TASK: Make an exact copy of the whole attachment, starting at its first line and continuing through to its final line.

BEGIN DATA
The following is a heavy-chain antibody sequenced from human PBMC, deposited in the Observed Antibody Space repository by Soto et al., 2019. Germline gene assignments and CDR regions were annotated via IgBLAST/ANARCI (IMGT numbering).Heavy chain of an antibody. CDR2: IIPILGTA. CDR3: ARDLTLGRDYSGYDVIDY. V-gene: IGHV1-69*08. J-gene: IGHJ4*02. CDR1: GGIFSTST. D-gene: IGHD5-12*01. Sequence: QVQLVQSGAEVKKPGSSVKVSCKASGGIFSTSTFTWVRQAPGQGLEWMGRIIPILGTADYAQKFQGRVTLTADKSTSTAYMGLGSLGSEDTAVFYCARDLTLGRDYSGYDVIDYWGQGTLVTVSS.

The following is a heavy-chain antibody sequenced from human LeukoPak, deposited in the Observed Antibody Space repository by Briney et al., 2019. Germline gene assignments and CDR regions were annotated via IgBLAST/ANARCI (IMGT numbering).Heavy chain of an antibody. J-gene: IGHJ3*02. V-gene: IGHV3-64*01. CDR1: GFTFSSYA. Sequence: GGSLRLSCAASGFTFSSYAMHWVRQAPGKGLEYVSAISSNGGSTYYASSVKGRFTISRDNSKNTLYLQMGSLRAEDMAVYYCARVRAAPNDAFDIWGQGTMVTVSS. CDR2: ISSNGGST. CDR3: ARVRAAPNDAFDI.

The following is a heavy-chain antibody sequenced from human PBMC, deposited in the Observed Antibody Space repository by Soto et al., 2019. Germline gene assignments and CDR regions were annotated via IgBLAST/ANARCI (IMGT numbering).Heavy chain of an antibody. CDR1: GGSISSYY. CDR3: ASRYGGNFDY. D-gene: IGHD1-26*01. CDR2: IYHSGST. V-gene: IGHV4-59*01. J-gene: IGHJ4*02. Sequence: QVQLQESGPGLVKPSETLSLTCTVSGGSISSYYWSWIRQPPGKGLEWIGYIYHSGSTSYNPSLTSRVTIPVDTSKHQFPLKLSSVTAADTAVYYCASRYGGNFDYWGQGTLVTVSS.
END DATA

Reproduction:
The following is a heavy-chain antibody sequenced from human PBMC, deposited in the Observed Antibody Space repository by Soto et al., 2019. Germline gene assignments and CDR regions were annotated via IgBLAST/ANARCI (IMGT numbering).Heavy chain of an antibody. CDR2: IIPILGTA. CDR3: ARDLTLGRDYSGYDVIDY. V-gene: IGHV1-69*08. J-gene: IGHJ4*02. CDR1: GGIFSTST. D-gene: IGHD5-12*01. Sequence: QVQLVQSGAEVKKPGSSVKVSCKASGGIFSTSTFTWVRQAPGQGLEWMGRIIPILGTADYAQKFQGRVTLTADKSTSTAYMGLGSLGSEDTAVFYCARDLTLGRDYSGYDVIDYWGQGTLVTVSS.

The following is a heavy-chain antibody sequenced from human LeukoPak, deposited in the Observed Antibody Space repository by Briney et al., 2019. Germline gene assignments and CDR regions were annotated via IgBLAST/ANARCI (IMGT numbering).Heavy chain of an antibody. J-gene: IGHJ3*02. V-gene: IGHV3-64*01. CDR1: GFTFSSYA. Sequence: GGSLRLSCAASGFTFSSYAMHWVRQAPGKGLEYVSAISSNGGSTYYASSVKGRFTISRDNSKNTLYLQMGSLRAEDMAVYYCARVRAAPNDAFDIWGQGTMVTVSS. CDR2: ISSNGGST. CDR3: ARVRAAPNDAFDI.

The following is a heavy-chain antibody sequenced from human PBMC, deposited in the Observed Antibody Space repository by Soto et al., 2019. Germline gene assignments and CDR regions were annotated via IgBLAST/ANARCI (IMGT numbering).Heavy chain of an antibody. CDR1: GGSISSYY. CDR3: ASRYGGNFDY. D-gene: IGHD1-26*01. CDR2: IYHSGST. V-gene: IGHV4-59*01. J-gene: IGHJ4*02. Sequence: QVQLQESGPGLVKPSETLSLTCTVSGGSISSYYWSWIRQPPGKGLEWIGYIYHSGSTSYNPSLTSRVTIPVDTSKHQFPLKLSSVTAADTAVYYCASRYGGNFDYWGQGTLVTVSS.